So under the scan tab, we have a number of additional tabs that we can look around a host. That is for adding hosts or an IP ranges scope services, shows you discover services for your target, and tools shows output for each of the tools as the scan run. The route tab allows you to perform brute force password attacks against the different services you have discovered. Give it the host IP port to use the service to attack and configure the other options are also different configurations you can use. For the username and passwords. You can manually give it a username and password that you already know.

Give it a username and password list to use or let it use any accounts it knows about from running the tools. You can also do a combination So for example, if you know a huge Name, you can specify it, then let it use a password list to attack that one account. It uses hydric for this functionality, and you can look at the Sparta config file to see how it's set up. Before we launch our first scope, and begin our first enumeration of our potential victims, we're going to go ahead and open up the spark config file and make some changes. Because once we actually start to scan, it's going to launch all the tools and that becomes a little overwhelming. So we can go into the spark config file and we can tell it, which tools we want to use and which ones we don't.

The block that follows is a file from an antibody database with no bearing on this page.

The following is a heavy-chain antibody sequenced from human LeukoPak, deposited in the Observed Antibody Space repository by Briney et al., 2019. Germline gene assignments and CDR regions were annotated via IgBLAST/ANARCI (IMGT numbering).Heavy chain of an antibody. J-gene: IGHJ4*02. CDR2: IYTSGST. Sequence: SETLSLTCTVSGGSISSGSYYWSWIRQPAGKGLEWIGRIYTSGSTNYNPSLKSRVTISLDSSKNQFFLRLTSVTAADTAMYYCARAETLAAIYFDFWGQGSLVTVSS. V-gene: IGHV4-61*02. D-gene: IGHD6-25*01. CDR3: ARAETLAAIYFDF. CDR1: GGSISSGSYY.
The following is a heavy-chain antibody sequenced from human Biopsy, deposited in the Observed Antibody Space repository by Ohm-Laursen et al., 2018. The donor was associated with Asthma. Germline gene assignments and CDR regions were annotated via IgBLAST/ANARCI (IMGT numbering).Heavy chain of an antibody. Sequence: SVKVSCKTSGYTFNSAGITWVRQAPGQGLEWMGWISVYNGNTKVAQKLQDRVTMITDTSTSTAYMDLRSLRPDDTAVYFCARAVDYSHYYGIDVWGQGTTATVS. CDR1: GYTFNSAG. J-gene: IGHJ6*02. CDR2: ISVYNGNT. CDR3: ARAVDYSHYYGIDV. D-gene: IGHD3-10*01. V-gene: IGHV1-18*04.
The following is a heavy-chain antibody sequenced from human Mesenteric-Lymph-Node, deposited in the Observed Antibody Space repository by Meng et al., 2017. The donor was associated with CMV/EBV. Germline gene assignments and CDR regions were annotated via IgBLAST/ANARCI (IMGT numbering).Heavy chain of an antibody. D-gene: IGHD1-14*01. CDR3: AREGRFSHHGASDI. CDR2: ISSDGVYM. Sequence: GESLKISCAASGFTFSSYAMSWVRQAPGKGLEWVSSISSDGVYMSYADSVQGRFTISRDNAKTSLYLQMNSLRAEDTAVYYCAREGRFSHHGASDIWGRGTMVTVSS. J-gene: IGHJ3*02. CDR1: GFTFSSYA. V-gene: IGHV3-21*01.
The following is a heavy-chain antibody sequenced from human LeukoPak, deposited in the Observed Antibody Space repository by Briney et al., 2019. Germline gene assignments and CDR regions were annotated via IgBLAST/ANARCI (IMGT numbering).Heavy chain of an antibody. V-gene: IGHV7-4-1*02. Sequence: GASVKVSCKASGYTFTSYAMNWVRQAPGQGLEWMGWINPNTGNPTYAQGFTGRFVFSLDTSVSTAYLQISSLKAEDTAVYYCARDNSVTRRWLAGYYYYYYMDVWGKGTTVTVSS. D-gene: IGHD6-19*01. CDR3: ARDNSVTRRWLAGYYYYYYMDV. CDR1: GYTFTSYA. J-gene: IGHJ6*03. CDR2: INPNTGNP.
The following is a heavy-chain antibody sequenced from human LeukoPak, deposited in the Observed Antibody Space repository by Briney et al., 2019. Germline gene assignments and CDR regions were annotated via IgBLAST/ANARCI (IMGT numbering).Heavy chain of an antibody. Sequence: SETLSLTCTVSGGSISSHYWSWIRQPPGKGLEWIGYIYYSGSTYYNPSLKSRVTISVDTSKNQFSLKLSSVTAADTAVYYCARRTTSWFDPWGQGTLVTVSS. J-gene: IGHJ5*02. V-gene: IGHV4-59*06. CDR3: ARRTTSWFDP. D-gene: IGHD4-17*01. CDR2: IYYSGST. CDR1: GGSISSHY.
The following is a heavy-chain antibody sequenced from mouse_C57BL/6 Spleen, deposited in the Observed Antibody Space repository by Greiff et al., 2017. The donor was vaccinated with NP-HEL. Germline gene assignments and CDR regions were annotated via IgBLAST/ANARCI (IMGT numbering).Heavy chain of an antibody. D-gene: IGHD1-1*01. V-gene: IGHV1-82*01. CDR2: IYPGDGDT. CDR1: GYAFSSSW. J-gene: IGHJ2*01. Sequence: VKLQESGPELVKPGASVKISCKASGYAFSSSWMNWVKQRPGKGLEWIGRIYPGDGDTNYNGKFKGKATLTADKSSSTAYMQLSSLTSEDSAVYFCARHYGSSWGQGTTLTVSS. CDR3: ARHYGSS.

So we've closed out sparker. And back at our terminal, we're going to type in the following or as I did copy and paste it from the lab nano, which is just a text editor. space, the path to the file we want to edit or open up inside of nano and that is the Sparta config. I'm going to go ahead and hit enter and this opens up the spotted dot config up inside of our nano editor, we're going to begin by finding the Enable scheduler comment. And we're going to change that to false. So we're just going to use our up arrows and down arrows to get over to this line inside of the config file.

And I'm just going to arrow on over, and I'm going to back off the true, I'm gonna type in false. Once I'm done editing this Spartan config file, I can do a Ctrl x. And it's going to ask me if I want to save the changes. So I'm going to say yes, by typing in y, and then I'm going to hit enter, that closes out the editor. I've closed out that terminal. And again, I'm going to go to applications.

And I'm going to go down to the information gathering. And I'm going to launch sparker one more time, we're now ready to conduct our first scan of our network. So I'm going to go to the host tab. I'm just going to click in the middle here. And that brings up the Add host dialog box and I'm going to type in my IP ring, we will leave the defaults check and then we're going to click on the Add scope button. And the scan is now in progress.

As services are discovered on our potential targets, they will appear up here inside of the Services tab. You'll know when the scan is complete by looking under the Status column. Right now it says running when the status is complete, it will say completed. Again, you have to be patient with these tools. And by the time n map reaches stage two, you'll start seeing the results pop up. Underneath the host tab.